How a De Laurentiis email led to Napoli collapse in just 11 months

A trophy-less season beckons for Napoli, just a year after dominating Serie A and reaching the quarterfinal of the Champions League. And when the regret fades for not overcoming an injury-hit Barcelona in the round of 16 — they had their shot and didn’t take it, though maybe if Jesper Lindstrom‘s header had been on target, and if Pau Cubarsí on Victor Osimhen had been punished with a penalty, who knows? — they may reflect on what happened to their club over the past 11 months. Maybe, one day, it will make a Harvard Business School Case Study and you’ll be able to pick one up here. Except it will be a compendium of worst practices, rather than best practices — a string of don’t instead of do.

This is the story of how a single, ill-advised certified email set about a chain of events that led to the destruction of the greatest Napoli side since the days of Diego Armando Maradona. And all in less than a year.

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Flash back to mid-April of last season. Napoli have just been knocked out of the quarterfinals of the Champions League, but it’s OK: they’re running away with the Serie A title. Osimhen is scoring a ton of goals, Georgian sensation Khvicha Kvaratskhelia has been dubbed “Kvaradona” (without charges of blasphemy) and coach Luciano Spalletti is the toast of Serie A.

Spalletti is a proud and somewhat eccentric man. His contract is up on June 30, but everyone assumes his extension is a slam dunk and with a hefty raise too. He built this team, he loves the club and the city, he’s settled and happy there. All he needs to do is sit down with club president Aurelio De Laurentiis and work it out.

Except … De Laurentiis has a brain wave.

Napoli have the unilateral option to extend Spalletti’s deal by a season on the same salary. In real terms, it doesn’t mean much — no club, in any sport, is going to keep a coach against his will — but maybe it can be an opening gambit in the negotiation? You assume that’s what De Laurentiis was thinking as he (or his assistants tasked with his emails) hit “send” on the certified missive informing Spalletti in dry legalese that his option year had been exercised.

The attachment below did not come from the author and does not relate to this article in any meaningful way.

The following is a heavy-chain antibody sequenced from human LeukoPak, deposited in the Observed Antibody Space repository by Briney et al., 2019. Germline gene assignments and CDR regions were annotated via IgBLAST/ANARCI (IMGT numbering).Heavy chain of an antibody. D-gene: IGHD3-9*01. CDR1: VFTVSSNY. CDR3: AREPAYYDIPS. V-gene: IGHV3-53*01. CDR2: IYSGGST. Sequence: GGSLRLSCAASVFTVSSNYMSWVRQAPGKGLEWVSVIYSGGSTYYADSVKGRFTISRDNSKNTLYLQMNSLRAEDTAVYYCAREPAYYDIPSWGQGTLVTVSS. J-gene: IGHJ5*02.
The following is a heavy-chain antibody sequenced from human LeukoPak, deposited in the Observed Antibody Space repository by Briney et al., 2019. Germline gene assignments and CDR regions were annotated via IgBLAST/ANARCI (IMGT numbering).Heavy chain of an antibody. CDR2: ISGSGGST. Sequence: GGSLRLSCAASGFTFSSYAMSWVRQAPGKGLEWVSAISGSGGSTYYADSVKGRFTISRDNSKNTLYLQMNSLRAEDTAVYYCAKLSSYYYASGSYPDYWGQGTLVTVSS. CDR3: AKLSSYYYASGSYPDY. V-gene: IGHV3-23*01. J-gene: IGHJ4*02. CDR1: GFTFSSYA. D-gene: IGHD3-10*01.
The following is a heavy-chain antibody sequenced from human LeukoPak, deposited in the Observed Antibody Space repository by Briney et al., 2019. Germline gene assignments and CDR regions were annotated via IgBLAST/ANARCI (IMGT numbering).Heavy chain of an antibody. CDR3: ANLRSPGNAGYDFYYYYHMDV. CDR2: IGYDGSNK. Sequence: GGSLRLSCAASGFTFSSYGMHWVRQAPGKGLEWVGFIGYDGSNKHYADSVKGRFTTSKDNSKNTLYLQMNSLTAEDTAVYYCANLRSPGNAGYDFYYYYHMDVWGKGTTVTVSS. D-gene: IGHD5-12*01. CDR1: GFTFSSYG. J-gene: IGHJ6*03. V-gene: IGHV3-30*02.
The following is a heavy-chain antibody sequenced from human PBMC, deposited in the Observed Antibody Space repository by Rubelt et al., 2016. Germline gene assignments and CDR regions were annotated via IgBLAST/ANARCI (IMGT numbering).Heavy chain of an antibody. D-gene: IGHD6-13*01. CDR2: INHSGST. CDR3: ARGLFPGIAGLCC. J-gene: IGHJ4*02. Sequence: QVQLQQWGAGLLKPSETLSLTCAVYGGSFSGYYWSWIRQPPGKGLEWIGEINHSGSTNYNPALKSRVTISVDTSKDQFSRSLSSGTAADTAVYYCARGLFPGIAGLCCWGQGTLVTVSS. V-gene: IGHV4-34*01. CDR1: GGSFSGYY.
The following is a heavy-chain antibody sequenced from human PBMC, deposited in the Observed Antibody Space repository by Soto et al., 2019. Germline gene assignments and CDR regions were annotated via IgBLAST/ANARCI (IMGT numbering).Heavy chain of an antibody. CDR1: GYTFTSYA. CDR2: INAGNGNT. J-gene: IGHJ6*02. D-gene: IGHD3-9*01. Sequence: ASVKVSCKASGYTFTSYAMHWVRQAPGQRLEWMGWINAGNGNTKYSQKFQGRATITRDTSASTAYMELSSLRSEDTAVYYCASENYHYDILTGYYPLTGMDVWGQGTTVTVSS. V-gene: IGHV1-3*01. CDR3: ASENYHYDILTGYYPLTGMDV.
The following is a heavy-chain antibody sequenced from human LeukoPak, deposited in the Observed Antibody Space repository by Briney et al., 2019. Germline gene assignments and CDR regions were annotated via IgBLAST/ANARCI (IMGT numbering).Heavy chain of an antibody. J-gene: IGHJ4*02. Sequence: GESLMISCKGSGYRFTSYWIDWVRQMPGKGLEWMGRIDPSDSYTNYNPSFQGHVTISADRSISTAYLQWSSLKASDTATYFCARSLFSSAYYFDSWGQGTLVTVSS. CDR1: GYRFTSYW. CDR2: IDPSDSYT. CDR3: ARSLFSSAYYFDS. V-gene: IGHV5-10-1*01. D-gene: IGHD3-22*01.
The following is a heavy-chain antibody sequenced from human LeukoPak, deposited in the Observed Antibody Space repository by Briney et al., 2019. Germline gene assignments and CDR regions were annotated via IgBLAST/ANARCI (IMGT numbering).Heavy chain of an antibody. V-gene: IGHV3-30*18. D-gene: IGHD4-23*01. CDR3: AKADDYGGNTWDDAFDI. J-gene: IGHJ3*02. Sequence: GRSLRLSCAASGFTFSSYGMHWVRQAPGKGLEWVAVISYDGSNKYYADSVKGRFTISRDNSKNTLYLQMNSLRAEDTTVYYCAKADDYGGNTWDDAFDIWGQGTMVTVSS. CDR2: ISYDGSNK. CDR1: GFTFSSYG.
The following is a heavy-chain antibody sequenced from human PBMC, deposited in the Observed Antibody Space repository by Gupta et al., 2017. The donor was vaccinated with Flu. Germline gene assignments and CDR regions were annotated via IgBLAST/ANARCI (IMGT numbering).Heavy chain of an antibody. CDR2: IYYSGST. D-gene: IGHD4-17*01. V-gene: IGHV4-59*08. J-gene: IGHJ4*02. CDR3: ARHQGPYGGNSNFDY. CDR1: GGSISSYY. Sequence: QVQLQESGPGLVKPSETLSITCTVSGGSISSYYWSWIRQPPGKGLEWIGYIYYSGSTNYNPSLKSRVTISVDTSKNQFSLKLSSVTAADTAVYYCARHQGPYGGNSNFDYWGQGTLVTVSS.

Rarely has anything backfired so badly.

Maybe it would have worked with someone else, but not Spalletti who, to put it mildly, was offended. He’s not a Lexus whose lease can be extended. Yeah, De Laurentiis is his boss, but he’s a human being. They have a relationship. Surely this is something you discuss face to face? Instead, this was the equivalent of your significant other giving you an unsigned Hallmark card on your anniversary.

Spalletti resigned. (Before you feel too sorry for him, consider that he did land another job nearly three months later: he’s now the Italy coach.) With director of football Cristiano Giuntoli also moving on — he left for Juventus though in his case, unlike Spalletti, he wanted to go — De Laurentiis was left on his own, scrambling for a replacement. After several coaches turned him down, De Laurentiis appointed French coach Rudi Garcia, who was last seen coaching Cristiano Ronaldo at Saudi Arabia’s Al Nassr.

Garcia had big shoes to fill, but there was reason to be hopeful. Napoli had only lost one starter, defender Kim Min Jae, who joined Bayern Munich. As often happens, Giuntoli’s role in building the side was minimised, with plenty opining that he was more of a “coordinator” than a talent-spotter or negotiator anyway. There was plenty of talent: the side was arguably “plug-and-play,” while Osimhen and Kvaratskhelia were only going to get better.

Twelve games into the season, with the club fourth in the table but 10 points off the Serie A lead, Garcia was fired on Nov. 14. He wasn’t popular with some players and as De Laurentiis himself would later point out, when the owner told him he was screwing things up, Garcia had the temerity to ask that he be allowed to do his job. “So I told him to f— off,” De Laurentiis said.